Marco Werman: I'm Marco Weramn, this is The World. You ever notice how no matter how challenging the climate or how remote the geography, you'll always find goats. Okay, goats have their limits too, but how do they manage to live in so many different environments? One answer appears to be they're resilient because they're smart. That's the conclusion by a study conducted by Swiss researcher Dr. Elodie Briefer. Now when I look at the face of a goat, Doctor, I see kind of a stupid looking animal, deadpan stare. So make the case for the smart goat. What does your research show?
Elodie Briefer: That's the common public impression, that goats and most other farm animals are not very intelligent, but actually not much is known about their cognician because much research and cognition works on animals that are known to be intelligent, such as primates and crows and parrots. But by working with them, we realize that they are actually very curious animals. Most people who own goats, they know that they can open locks and escape from any pen. We taught them a complex task. They had a food box where they could get food by doing two steps: they had to take a lever out of the box and then lift it up to get the food to fall into a bowl. We taught them to do this task and they learned quite quickly. Then we tested their memory one month later and then again 10 months later without seeing the box. After these really long intervals, they could solve the task within two minutes, which was quite surprising for us.
Werman: How does this change our appreciation of goats now?
Briefer: For us, it confirms what I originally thought about them. They can manipulate objects easily, they can learn a complex task and they can remember them. It shows the common public that actually the idea that farm animals are stupid animals is not really true.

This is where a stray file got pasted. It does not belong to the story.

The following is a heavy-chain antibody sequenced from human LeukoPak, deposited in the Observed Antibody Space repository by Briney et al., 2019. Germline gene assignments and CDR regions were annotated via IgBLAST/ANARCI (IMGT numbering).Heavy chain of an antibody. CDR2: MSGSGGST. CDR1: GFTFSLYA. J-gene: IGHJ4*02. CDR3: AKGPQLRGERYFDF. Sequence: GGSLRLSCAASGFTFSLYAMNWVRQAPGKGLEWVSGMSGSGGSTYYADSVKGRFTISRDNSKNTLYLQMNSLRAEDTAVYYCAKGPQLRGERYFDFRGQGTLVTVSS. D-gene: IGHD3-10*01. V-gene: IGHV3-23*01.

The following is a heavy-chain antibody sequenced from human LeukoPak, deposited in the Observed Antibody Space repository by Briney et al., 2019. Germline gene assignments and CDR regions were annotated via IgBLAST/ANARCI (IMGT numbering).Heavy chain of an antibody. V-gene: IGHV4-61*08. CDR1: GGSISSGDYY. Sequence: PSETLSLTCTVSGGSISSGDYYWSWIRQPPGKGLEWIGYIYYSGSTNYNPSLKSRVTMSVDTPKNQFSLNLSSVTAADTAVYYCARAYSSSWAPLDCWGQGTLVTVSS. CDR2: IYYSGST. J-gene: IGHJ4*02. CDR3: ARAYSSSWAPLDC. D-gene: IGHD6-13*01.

Werman: If you look at mountain goats, goats in the wild, they have some incredible ability to balance themselves on sheer cliffs. What happened to goats when they were domesticated?
Briefer: We don't really know because we didn't have the opportunity to test wild goats. It's quite difficult to do because we would need animals that are used to humans, otherwise they would be too stressed and it would decrease their performance.
Werman: So farm animals, we know their use for food, when it's about meat we have to kill them. Did your research change your own attitudes about meat consumption, finding out that this goat actually is a lot smarter and maybe might respond to getting killed in a way that might be human?
Briefer: Personally, I'm a vegetarian, so it didn't. I've been working with animals for awhile and I know these animals are not stupid at all.
Werman: Is that why you got into this work in the first place, because you're a vegetarian?
Briefer: I always liked animals and yeah, I wanted to work with them and know them better. I studied them in a scientific way to improve our knowledge of these animals.
Werman: Dr. Elodie Briefer with the Institute of Agricultural Sciences in Zurich, thank you very much for your time.
Briefer: You're welcome.